Daryl is a first year psychobiology major who loves food, weird awkward things, and puppies. He enjoys cycling, terrible jokes, doing mediocre accents, and thinks that being weird is pretty great.
I grew up knowing all the words to the songs in church, always praying before every meal and before bed, and hearing the classic old testament stories through talking vegetables so many times that when I had started to make obscure jokes about talking vegetables at school that teachers began to worry. This was probably partly due to my dad being a pastor, making me, what some people would call a “PK” or pastor’s kid. I was always known as the good Christian kid who never did anything bad. A pastor’s kid who followed the rules and did whatever I felt was the right thing I was supposed to do. I went to church every Sunday, heard the word of God in and out of the house, and prayed regularly. “Why wouldn’t I do all these things? I was expected to as a PK,” I thought. But it wasn’t at all genuine. It became more of a systematic process, almost as if I were on autopilot where I could go to church, worship, hear a sermon, and leave. That was it, nothing more that; going to church just be there.
Continue reading “Testimony of the Week: Daryl Moniaga”
written by Leah Cheng
A little while back, there was a moment in my spiritual life where I felt like I was failing. Failing in everything. I couldn’t please anyone, not my family nor my friends. I felt discouraged, inadequate, small, and powerless. Above all, I was disobeying God and I knew it. I had malicious, selfish, evil thoughts— which sometimes led to malicious, selfish, evil actions. It was during that moment, where I felt hopeless. I felt disappointed in myself in a way that I had never felt before. Where did I go wrong? I was born and raised in a Christian household. God graciously saved me at a young age. I knew the “right” things to do and the “wrong” things not to do. But I felt like a failure to God because though I kept trying to fight sin, I always ended up caving into it. And there was a moment, though brief, where I doubted. I doubted whether I could continue on this path of righteousness that God calls us to be on. Since it didn’t seem like I was doing anything right, how could I continue?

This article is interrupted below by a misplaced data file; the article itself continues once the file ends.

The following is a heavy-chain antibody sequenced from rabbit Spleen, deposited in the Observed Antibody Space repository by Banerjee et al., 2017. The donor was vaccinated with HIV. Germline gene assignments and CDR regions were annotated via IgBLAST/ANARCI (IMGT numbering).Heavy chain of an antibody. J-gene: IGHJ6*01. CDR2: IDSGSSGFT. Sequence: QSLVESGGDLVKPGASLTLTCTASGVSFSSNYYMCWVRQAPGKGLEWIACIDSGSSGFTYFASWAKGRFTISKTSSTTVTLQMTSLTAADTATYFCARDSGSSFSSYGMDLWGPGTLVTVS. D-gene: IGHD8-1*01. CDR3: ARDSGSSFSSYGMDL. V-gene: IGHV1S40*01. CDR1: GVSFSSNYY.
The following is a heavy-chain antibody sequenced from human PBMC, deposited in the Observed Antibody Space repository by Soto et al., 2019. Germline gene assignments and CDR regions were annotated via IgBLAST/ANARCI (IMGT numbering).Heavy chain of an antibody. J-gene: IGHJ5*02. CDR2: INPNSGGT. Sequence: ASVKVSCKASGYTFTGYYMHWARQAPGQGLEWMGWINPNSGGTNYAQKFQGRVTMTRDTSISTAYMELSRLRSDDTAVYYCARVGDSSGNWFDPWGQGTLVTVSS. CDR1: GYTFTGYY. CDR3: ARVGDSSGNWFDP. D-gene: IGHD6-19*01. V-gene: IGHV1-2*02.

Continue reading “Our Helper Inside”
Grant F. Gates is a math major (class of 2016) who really likes beards, books, coffee, reading books, baseball, writing about books, and theology.
God blessed me with Christian parents and church attendance from the age of negative forty weeks. From birth I was exposed to gospel centered Biblical teaching at home, in Sunday School, at mid week Bible studies, through AWANA, and at chapel meetings for our homeschool group. I quickly compiled a lot of Bible knowledge. At a very young age I took on the role of the good kid, always striving to get the praise of teachers and family visitors. I lived for that praise. I thought myself morally and intellectually superior to my peers. I looked down on those kids who couldn’t answer the questions, assuming if they ever did win the “best kid in Sunday school today” type awards that some mistake had been made. I was very proud of the way I did things and the things I had been taught. I was also around four years old; even children can illustrate the doctrine of total depravity.